Rinaldo and Gradasso, seeing Bayard’s escape, agreed to suspend their battle till they could recover the horse, the object of contention. Gradasso mounted his steed, and followed the foot-marks of Bayard into the forest. Rinaldo, never more vexed in spirit, remained at the spot, Gradasso having promised to return thither with the horse, if he found him. He did find him, after long search, for he had the good fortune to hear him neigh. Thus he became possessed of both the objects for which he had led an army from his own country, and invaded France. He did not forget his promise to bring Bayard back to the place where he had left Rinaldo, but only muttering, “Now I have got him, he little knows me who expects me to give him up; if Rinaldo wants the horse let him seek him in India, as I have sought him in France,”—he made the best of his way to Arles, where his vessels lay; and in possession of the two objects of his ambition, the horse and the sword, sailed away to his own country.
ASTOLPHO IN ABYSSINIA
When we last parted with the adventurous paladin Astolpho, he was just commencing that flight over the countries of the world from which he promised himself so much gratification. Our readers are aware that the eagle and the falcon have not so swift a flight as the Hippogriff on which Astolpho rode. It was not long, therefore, before the paladin, directing his course toward the southeast, arrived over that part of Africa where the great river Nile has its source. Here he alighted, and found himself in the neighborhood of the capital of Abyssinia, ruled by Senapus, whose riches and power were immense. His palace was of surpassing splendor; the bars of the gates, the hinges and locks, were all of pure gold; in fact, this metal, in that country, is put to all those uses for which we employ iron. It is so common that they prefer for ornamental purposes rock crystal, of which all the columns were made. Precious stones of different kinds, rubies, emeralds, sapphires, and topazes were set in ornamental designs, and the walls and ceilings were adorned with pearls.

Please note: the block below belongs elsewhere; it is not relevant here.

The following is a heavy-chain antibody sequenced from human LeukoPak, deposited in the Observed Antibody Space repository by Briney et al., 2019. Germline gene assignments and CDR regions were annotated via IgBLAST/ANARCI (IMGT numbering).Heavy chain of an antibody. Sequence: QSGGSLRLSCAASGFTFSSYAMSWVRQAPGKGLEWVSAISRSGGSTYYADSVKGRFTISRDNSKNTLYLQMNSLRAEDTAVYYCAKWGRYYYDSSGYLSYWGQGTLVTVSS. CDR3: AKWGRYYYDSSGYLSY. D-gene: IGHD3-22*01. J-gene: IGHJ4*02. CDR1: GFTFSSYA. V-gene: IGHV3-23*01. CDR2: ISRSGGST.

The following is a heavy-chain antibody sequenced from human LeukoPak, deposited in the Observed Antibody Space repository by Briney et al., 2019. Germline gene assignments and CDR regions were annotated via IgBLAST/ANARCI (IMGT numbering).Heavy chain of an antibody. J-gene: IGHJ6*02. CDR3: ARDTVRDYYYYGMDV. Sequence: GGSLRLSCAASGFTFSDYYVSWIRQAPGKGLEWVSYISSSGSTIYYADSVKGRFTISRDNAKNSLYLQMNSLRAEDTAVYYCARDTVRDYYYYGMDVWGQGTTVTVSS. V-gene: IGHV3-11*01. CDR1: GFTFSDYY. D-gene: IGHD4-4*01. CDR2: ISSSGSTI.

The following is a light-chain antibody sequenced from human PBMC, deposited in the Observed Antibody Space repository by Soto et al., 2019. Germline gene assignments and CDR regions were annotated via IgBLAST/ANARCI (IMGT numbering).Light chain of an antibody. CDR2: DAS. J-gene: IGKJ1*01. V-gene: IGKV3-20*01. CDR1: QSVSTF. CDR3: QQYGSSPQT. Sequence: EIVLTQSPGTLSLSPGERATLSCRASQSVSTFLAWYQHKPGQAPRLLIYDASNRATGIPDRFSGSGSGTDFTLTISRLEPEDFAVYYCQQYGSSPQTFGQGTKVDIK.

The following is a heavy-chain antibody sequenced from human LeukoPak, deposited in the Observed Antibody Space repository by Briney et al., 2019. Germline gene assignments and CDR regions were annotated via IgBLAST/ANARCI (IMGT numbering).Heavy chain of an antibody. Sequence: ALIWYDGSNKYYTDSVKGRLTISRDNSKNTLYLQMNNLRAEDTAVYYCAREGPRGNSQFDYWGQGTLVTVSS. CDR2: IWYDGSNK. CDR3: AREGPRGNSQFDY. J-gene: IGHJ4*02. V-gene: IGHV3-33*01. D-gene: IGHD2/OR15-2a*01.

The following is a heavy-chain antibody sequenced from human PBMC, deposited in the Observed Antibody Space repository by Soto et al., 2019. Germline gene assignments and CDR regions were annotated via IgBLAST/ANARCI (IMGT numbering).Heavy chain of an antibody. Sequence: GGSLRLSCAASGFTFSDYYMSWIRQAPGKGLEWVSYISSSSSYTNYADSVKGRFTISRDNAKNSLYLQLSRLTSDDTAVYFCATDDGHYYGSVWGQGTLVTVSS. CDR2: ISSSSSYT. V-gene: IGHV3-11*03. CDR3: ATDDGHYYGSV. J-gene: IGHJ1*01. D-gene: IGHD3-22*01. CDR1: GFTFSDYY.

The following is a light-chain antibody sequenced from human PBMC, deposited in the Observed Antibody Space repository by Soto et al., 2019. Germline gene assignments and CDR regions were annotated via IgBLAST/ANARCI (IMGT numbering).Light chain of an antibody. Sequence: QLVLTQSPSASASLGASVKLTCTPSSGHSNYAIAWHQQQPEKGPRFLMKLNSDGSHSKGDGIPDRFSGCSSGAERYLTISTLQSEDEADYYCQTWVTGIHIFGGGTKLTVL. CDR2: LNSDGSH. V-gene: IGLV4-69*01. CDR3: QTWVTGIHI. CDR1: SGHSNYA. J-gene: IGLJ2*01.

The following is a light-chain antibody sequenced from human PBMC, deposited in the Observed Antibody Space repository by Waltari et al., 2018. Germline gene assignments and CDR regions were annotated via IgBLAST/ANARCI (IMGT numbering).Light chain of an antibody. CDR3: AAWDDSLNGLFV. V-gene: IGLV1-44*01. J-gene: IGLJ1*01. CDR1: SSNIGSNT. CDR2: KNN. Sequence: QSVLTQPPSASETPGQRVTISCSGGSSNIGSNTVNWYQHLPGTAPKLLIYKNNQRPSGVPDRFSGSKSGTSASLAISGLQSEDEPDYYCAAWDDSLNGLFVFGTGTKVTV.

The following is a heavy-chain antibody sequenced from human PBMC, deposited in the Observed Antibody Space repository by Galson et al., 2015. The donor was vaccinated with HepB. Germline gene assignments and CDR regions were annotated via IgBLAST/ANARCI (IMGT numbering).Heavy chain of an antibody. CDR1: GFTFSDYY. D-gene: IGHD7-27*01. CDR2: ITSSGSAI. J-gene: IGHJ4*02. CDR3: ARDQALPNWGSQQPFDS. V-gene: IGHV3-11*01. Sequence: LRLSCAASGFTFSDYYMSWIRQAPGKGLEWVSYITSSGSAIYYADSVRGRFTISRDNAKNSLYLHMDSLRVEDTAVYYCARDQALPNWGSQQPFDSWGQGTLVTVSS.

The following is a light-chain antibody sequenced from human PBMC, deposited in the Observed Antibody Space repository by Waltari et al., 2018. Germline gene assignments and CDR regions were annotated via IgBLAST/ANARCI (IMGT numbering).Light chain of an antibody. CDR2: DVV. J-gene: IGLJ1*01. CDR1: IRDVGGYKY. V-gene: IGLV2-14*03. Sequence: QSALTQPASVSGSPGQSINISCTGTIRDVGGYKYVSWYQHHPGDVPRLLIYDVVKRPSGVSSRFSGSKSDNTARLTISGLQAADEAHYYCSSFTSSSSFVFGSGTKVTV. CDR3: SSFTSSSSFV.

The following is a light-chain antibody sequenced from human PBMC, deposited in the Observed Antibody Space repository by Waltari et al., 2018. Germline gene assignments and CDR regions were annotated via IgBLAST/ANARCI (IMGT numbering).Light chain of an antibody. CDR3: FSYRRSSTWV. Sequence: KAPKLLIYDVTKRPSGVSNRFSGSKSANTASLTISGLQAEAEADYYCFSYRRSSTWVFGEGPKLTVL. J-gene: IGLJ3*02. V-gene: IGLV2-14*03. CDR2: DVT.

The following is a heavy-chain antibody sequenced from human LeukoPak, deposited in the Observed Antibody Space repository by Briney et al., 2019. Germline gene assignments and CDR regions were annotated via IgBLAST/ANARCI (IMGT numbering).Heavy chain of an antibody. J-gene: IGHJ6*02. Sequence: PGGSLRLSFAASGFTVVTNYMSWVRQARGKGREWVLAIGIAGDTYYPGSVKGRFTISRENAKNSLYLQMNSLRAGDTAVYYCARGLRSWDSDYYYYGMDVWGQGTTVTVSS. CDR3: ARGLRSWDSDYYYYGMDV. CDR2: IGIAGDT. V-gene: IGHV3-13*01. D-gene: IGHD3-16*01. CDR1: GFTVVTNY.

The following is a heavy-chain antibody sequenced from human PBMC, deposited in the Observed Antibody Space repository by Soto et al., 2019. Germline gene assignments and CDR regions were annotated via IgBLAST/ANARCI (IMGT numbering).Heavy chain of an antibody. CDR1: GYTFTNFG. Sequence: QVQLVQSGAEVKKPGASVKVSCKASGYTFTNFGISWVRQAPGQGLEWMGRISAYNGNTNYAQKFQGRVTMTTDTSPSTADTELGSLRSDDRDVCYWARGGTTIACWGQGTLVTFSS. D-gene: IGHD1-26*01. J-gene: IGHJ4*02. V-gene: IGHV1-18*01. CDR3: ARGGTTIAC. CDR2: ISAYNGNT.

It is in this country those famous balms grow of which there are some few plants in that part of Judaea called Gilead. Musk, ambergris, and numerous gums, so precious in Europe, are here in their native climate. It is said the Sultan of Egypt pays a vast tribute to the monarch of this country to hire him not to cut off the source of the Nile, which he might easily do, and cause the river to flow in some other direction, thus depriving Egypt of the source of its fertility.
At the time of Astolpho’s arrival in his dominions, this monarch was in great affliction. In spite of his riches and the precious productions of his country, he was in danger of dying of hunger. He was a prey to a flock of obscene birds called Harpies, which attacked him whenever he sat at meat, and with their claws snatched, tore, and scattered everything, overturning the vessels, devouring the food, and infecting what they left with their filthy touch. It was said this punishment was inflicted upon the king because when young, and filled with pride and presumption, he had attempted to invade with an army the terrestrial paradise, which is situated on the top of a mountain whence the Nile draws its source. Nor was this his only punishment. He was struck blind.